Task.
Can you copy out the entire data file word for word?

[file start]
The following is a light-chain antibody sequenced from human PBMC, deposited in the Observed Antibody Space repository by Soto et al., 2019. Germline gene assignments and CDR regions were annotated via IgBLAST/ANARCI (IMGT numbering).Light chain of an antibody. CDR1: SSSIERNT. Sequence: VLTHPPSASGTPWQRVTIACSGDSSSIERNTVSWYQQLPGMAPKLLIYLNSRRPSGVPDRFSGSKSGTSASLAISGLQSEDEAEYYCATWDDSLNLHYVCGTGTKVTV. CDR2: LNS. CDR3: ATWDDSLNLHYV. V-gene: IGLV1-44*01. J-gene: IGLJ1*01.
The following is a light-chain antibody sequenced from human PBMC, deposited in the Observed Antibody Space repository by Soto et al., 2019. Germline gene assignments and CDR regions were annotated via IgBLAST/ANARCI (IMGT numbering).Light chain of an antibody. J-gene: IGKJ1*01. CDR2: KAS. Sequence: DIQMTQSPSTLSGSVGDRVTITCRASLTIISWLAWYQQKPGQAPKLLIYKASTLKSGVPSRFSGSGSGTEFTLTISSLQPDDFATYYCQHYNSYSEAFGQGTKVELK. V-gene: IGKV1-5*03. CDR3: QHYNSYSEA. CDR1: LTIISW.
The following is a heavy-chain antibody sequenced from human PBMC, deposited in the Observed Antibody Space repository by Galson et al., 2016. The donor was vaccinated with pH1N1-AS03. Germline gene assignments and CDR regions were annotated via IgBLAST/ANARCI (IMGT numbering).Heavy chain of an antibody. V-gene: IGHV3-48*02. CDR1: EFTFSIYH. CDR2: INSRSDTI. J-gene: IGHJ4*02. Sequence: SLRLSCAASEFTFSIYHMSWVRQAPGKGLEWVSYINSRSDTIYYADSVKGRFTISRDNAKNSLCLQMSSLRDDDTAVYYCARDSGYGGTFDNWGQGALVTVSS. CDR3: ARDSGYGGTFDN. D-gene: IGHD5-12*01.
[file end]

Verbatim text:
The following is a light-chain antibody sequenced from human PBMC, deposited in the Observed Antibody Space repository by Soto et al., 2019. Germline gene assignments and CDR regions were annotated via IgBLAST/ANARCI (IMGT numbering).Light chain of an antibody. CDR1: SSSIERNT. Sequence: VLTHPPSASGTPWQRVTIACSGDSSSIERNTVSWYQQLPGMAPKLLIYLNSRRPSGVPDRFSGSKSGTSASLAISGLQSEDEAEYYCATWDDSLNLHYVCGTGTKVTV. CDR2: LNS. CDR3: ATWDDSLNLHYV. V-gene: IGLV1-44*01. J-gene: IGLJ1*01.
The following is a light-chain antibody sequenced from human PBMC, deposited in the Observed Antibody Space repository by Soto et al., 2019. Germline gene assignments and CDR regions were annotated via IgBLAST/ANARCI (IMGT numbering).Light chain of an antibody. J-gene: IGKJ1*01. CDR2: KAS. Sequence: DIQMTQSPSTLSGSVGDRVTITCRASLTIISWLAWYQQKPGQAPKLLIYKASTLKSGVPSRFSGSGSGTEFTLTISSLQPDDFATYYCQHYNSYSEAFGQGTKVELK. V-gene: IGKV1-5*03. CDR3: QHYNSYSEA. CDR1: LTIISW.
The following is a heavy-chain antibody sequenced from human PBMC, deposited in the Observed Antibody Space repository by Galson et al., 2016. The donor was vaccinated with pH1N1-AS03. Germline gene assignments and CDR regions were annotated via IgBLAST/ANARCI (IMGT numbering).Heavy chain of an antibody. V-gene: IGHV3-48*02. CDR1: EFTFSIYH. CDR2: INSRSDTI. J-gene: IGHJ4*02. Sequence: SLRLSCAASEFTFSIYHMSWVRQAPGKGLEWVSYINSRSDTIYYADSVKGRFTISRDNAKNSLCLQMSSLRDDDTAVYYCARDSGYGGTFDNWGQGALVTVSS. CDR3: ARDSGYGGTFDN. D-gene: IGHD5-12*01.